#10. At the dawn of the Internet, my friend Jay fell virtually in love… multiple times. All of his e-relationships ended abruptly usually around the first physical meeting… whether it actually happened or not. I remember one guy claimed to be a US Olympic gymnast alternate. Jay was especially intrigued by this chat room turned cell phone romance. He pushed for a meet up with the fantasy boy. The guy finally agreed to an in-person date. But on the big day, he never arrived. Jay called his cell phone and stalked the chat room. Nothing! Then a few days later, the gymnast virtually reappeared with an elaborate story about a horrific car accident. As the crash was occurring, the gymnast had been calling Jay. The phone was crushed on impact. As the American judge, I gave him -8.6 for an unbelievably clunky dismount.
Collaboraction Theatre presents the Chicago premiere of DARK PLAYS OR STORIES FOR BOYS. Nick and Molly have just had sex. Molly inquires about the scars on Nick’s abdomen. Nick must decide whether to tell her the truth or to ‘make sh#t up.’ Time is suspended as Nick flashbacks to 2004. He’s fourteen. He’s surfing the web pretending to be lonely twin foreign exchange students. He comes across Adam, an earnest guy searching for love. Adam can even describe what love looks like: green eyes, dishwater blonde hair, 5’4-5’8. Nick is intrigued. He responds to Adam’s request as Rachel. His pseudonym matches Adam’s description perfectly. Adam and Rachel fall hard for each other. Adam wants to meet Rachel. And Nick wants to meet Adam. The complications require Nick to add more players into this online game. DARK PLAYS OR STORIES FOR BOYS is a surreal love story that is uncomfortably twisted.
Playwright Carlos Murillo penned a contemporary teenage, computer generated “Crying Game.” The initial setting is a little dated. I don’t know if there are still chat rooms around? But the notion of an online mystique is still current. Murillo creates Nick, a suave college dude with a f#cked up adolescence. Under Director Anthony Mosley, the talented cast is virtually captivating. Clancy McCartney (Nick) is outstanding. McCartney narrates his life story with a cool and wise John Cusack demeanor. As a fourteen year old, McCartney cowers behind his made-up personas. McCartney’s range of emotional turmoil is both tenderly touching and deeply disturbed. The target of his obsession is Aaron Kirby (Adam). An adorable Kirby charms as a clueless victim. Kirby enthusiastically pursues Olivia Dustman (Rachel/Molly). Dustman flirts perfectly as a male fantasy ideal and also a gritty, dorm room reality. This bizarre love triangle has no right angles.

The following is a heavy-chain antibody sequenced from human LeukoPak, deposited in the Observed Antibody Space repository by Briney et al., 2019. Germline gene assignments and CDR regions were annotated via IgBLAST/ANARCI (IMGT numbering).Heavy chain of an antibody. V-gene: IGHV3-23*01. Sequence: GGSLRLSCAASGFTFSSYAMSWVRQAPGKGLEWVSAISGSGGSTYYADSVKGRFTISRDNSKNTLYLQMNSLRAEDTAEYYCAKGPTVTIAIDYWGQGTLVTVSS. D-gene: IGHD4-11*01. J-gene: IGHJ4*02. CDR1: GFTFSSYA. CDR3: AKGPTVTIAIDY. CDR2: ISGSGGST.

Mosley choreographs it with a high-speed internet connection pace. The talented ensemble zips in and out of past/present and online/real life. McCartney is continually yanked back in time to complete his narration. Sound Designer Stephen Ptacek aids the story with tunnel audio effects to distinguish live chat from live talk. DARK PLAYS OR STORIES FOR BOYS captivates with what it’s saying and how it’s saying it. I walked away amazed and dazed. And I’m not making sh#t up! This dark comedy will make me question how well I know that guy online or in my bed.
Seeing multiple victims in this haunting tale, Rick describes it with ‘disturbing, funny, tragic.’
Production photograph courtesy of Cesar Moza.
Running Time: Ninety minutes with no intermission
At Collaboration at the Flat Iron Arts Building, 1579 N. Milwaukee
Written by Carlos Murillo
Directed by Anthony Mosley
Thursdays, Fridays, Saturdays at 8pm
Sundays at 7pm
EXTENDED THRU MARCH 11th
Buy Tickets at www.collaboraction.org